$1 Prototype: A Modern Approach to Mobile UX Design and Rapid Innovation

$1 Prototype: A modern Approach to Mobile UX Design and Rapid Innovation by Greg Nudelman

Suitable for: beginners, research focussed professionals and advocates of ‘Lean’ techniques.

Time to read: 1.5-2 hours


The beginning of any UX design process is full of unknowns. In The $1 Prototype: Lean Mobile UX Design and Rapid Innovation for Material Design, iOS8, and RWD author Greg Nudelman introduces us to a lean, light weight UX methodology. The tech as a whole community has embraced the idea of failing fast, but the $1 Dollar Prototype methodology promotes a strategy of institutionalized failure in which UX practitioners fail fast, learn quickly, and can make rapid, cheap iterations (as the title suggests). Chalked full of case studies and real world examples, this book gives readers insight on the importance of prototype sketching and why testing early in the design process can yield rich insights and drive design implementation as the product becomes more refined through iteration.




Paper prototyping compared to the final implementation

The premise of the book is quite simple ‘the state of your prototype must reflect the state of completion of your system’. Rather than spending significant time crafting a prototype in mid or high fidelity, Nudelman makes a persuasive case for exploring design solutions quickly through sketching paper prototypes and testing with users (often times guerrilla style in coffee shops, food courts, or hallways) when the degree of uncertainty in the process is high.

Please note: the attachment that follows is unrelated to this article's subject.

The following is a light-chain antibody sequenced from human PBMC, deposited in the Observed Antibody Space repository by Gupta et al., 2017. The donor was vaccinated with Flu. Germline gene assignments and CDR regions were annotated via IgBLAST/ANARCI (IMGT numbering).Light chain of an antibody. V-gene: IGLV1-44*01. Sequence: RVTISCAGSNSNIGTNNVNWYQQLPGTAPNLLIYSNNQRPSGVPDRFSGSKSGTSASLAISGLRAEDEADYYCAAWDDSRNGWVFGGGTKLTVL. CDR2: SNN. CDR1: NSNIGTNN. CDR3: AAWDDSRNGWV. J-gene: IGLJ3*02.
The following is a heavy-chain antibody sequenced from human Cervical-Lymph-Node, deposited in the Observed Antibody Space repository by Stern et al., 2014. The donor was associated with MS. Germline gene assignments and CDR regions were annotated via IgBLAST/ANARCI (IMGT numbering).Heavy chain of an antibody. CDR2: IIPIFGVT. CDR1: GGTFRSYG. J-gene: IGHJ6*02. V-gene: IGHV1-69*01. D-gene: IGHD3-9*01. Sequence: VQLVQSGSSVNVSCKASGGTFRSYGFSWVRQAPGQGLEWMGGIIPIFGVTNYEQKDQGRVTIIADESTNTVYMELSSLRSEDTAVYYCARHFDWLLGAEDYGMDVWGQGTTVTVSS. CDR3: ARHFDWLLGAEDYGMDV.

The methodology discussed in this book is not only budget and time friendly, it also keeps the focus strictly on the user. Those who will be testing your product and providing feedback will likely be more open and honest about what they think of the interface due to its clear low quality state, leading to more candid and insightful feedback. Sketch prototyping as described in this book also removes any ego a UX professional might have attached to their design due to its clear disposability and extremely low time commitment. This would not be the case if a designer spent significant upfront time and energy into a high fidelity prototype.



Over the years paper prototyping has gained traction within the UX community. Prototyping tools such as PopApp and Marvel have even made paper prototyping more interactive, enabling designers to transform pen and paper sketches into tappable mockups.




The methodologies and concepts discussed in this book are by no means groundbreaking or new, however, the case studies and advocation for paper prototyping will give readers greater insight as to why they should be implementing this approach into their design process. Rapid, inexpensive, open-air, user centric experimentation focused on solving real problems has been proven to return significant ROI and Greg Nudelman’s book is a great foundation read for anyone seeking to learn more about the methodologies and value of paper prototyping.





Reviewed by: Mitchell Wakefield



Mitchell is a ‘Canadian guy living in Newcastle’. His interests are in digital user experience and innovation within fashion and luxury sectors. Mitchell is an advocate for open-source education initiatives and a self confessed constant knowledge seeker.

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